1. 1) How much leave will you take and when?
  2. 2) How much time will you strive to give to work and family each week?
  3. 3) What are your top professional priorities and how will you fit them into the time you have allocated to work?
  4. 4) What points do you need to discuss with your line manager?
  5. 5) What one thing can you start to do differently for the good of family life?


The Talent Keeper Specialists help men adjust to fatherhood through in-house seminars and one to one executive coaching. If you got something from this post you might also like:

Employers benefit by ‘talking flex’ when recruiting

Employers benefit from talking flex

In this opinion post Jessica Chivers shares her views on the competitive advantage gained by employers who state upfront on job adverts and at interview that there’s scope to talk flexible working.

“Should I mention that I’m really looking for four days a week rather than FT?”

“Will I put them off if I ask about flexible working at interview?”

“At what point in the hiring process is it best to ask about flexible options?”

These questions, and variations of, are commonplace in executive coaching sessions where women are exploring how to move on and/or up in their career.

It strikes me that many employers are missing a very real competitive advantage by not placing the words “up for talking flexibility’ on job adverts seeking mid to senior professionals for full time roles. This is particularly relevant if the organisation has made a public commitment to increasing the number of women at the top of their business, as say McKinsey has done. The employer is under no obligation to offer flex but by including these words, they’ve probably doubled the pool of people who might apply. A winning strategy, surely?

As an aside, McKinsey have just revealed their latest gender equality research (in conjunction with and show that women’s journey to the top is still appallingly slow. Change needs to come quickly.

In reality the onus is all too often on the candidates’ shoulders to ask about flexibility, and with so many stories about women noticing a negative change in the recruiter when they ask, it’s no wonder women hold back from applying for FT roles.

Where jobs adverts make no mention of flexibility, it would be useful if the recruiting manager ‘put it out there’ at the start of the interview (and not just when they’re interviewing females of a certain age – men want more flex too). “We’re advertising for a full time member of the team to be based predominantly in Manchester but depending on who we meet, there’s scope for the role to be done flexibly. We can talk about that further down the line.” There, easy.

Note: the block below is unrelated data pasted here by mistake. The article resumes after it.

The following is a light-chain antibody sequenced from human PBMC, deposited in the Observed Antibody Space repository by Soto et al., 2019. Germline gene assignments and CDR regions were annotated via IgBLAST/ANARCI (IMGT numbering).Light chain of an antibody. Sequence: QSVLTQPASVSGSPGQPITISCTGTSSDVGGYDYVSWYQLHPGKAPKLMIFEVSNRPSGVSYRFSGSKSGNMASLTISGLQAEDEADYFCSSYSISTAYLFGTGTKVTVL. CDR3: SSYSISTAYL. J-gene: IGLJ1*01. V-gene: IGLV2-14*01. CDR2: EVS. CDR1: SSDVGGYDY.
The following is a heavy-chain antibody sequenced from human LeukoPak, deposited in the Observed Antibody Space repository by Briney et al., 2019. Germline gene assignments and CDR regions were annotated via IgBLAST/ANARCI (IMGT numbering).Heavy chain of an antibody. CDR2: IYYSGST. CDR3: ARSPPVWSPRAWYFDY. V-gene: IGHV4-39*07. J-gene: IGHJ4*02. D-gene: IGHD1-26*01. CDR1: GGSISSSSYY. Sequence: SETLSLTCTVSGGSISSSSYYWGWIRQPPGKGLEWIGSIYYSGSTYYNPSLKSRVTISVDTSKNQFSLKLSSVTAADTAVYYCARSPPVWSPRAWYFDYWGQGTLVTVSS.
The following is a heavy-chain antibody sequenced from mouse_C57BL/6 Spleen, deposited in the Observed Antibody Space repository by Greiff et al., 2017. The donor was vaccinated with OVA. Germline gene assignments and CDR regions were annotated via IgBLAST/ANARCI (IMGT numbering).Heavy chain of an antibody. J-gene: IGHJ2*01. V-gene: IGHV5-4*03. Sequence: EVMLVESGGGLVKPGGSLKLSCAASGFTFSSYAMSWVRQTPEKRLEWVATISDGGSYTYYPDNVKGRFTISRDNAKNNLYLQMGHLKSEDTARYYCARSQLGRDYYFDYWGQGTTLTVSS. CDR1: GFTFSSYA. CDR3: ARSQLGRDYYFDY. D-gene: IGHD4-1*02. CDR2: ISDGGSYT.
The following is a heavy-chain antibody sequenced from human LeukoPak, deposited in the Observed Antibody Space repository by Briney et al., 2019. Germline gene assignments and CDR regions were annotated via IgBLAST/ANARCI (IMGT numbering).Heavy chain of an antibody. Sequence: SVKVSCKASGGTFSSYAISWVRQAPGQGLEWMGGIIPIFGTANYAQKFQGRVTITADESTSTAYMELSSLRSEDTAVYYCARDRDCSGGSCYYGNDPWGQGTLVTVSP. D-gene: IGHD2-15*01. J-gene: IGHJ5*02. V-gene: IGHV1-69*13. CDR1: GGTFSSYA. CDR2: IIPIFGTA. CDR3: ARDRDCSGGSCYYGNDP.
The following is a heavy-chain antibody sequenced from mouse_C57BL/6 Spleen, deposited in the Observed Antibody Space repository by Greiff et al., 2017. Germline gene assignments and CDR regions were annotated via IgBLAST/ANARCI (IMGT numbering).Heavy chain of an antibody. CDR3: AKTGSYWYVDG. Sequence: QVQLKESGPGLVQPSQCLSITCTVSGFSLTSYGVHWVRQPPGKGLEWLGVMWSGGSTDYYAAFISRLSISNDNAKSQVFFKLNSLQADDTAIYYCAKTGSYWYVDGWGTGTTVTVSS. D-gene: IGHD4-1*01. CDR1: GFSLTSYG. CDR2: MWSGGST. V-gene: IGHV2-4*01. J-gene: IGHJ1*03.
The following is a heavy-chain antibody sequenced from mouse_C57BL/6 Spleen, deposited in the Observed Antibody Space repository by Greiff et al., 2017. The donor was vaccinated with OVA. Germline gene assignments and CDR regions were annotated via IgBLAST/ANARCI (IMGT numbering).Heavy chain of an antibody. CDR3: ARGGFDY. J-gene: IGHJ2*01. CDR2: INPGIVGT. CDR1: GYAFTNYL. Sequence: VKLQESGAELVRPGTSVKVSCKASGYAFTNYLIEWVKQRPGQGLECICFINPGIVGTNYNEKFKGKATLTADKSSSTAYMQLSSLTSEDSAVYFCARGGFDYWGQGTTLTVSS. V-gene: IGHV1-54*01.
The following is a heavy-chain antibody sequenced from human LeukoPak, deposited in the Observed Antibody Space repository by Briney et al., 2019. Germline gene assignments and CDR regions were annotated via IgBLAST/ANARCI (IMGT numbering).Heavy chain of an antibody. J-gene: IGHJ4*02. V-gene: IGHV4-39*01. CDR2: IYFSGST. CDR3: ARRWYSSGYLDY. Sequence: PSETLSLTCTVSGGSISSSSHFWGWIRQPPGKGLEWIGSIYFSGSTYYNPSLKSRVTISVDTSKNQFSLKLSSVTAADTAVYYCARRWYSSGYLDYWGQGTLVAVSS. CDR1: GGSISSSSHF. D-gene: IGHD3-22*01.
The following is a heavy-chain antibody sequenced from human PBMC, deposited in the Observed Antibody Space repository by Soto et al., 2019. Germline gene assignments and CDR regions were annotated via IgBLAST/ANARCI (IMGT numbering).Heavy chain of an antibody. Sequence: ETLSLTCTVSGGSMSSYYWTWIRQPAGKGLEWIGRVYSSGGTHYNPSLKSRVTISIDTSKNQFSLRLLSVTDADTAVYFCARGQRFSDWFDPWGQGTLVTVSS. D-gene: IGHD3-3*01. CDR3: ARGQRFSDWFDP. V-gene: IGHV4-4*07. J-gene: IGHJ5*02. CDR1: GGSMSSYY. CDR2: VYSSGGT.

I’m noticing a growing problematic pattern of women ‘choosing’ to stay in jobs they’ve outgrown because it gives them the flex they want (or more likely need) to be able to have a decent, wholesome family life where kids get help with their homework and at least one meal gets eaten together as a family.* There’s a belief that the only way to maintain this flex is to put it on hold, work full time for a new employer and prove oneself again (a hazy concept, but that’s an issue for another post) and then negotiate flex. The difficulty with this is it’s usually not that easy to switch to being an FT worker if you have children too young to have a key to the front door. For starters, the chances are you won’t be able to up your childcare to cover it.

A final point to ponder: could it be that the journey towards gender balance at the top of our organizations is slow because women are staying put when it’s time to move on? That they’re sacrificing stretch for flex and just not going after the next job? Giving women and men permission to discuss flexible working could be the key to change.

I’m optimistic that smart employers will soon start to print words to the effect of “up for talking flex” on their job ads and that their businesses will be all the better for it. I suspect we need some ballsy HR Directors to tap their CEOs on the shoulder to make it happen. Are you out there?

What do you think? Are you explicit about flexibility in your recruitment activities? Have you asked about flexibility at interview and had a good response?


* Yes, there are people without children who crave flex too. There are people with horses that need turning out each morning, there are people with elderly caring responsibilities and there are people who just want to have a darn good time at the weekend living a different life by the sea. They all want or need flex too and if they can get the job done without having their backsides on their swivel chair from 8.30-5.30pm every day then why not?)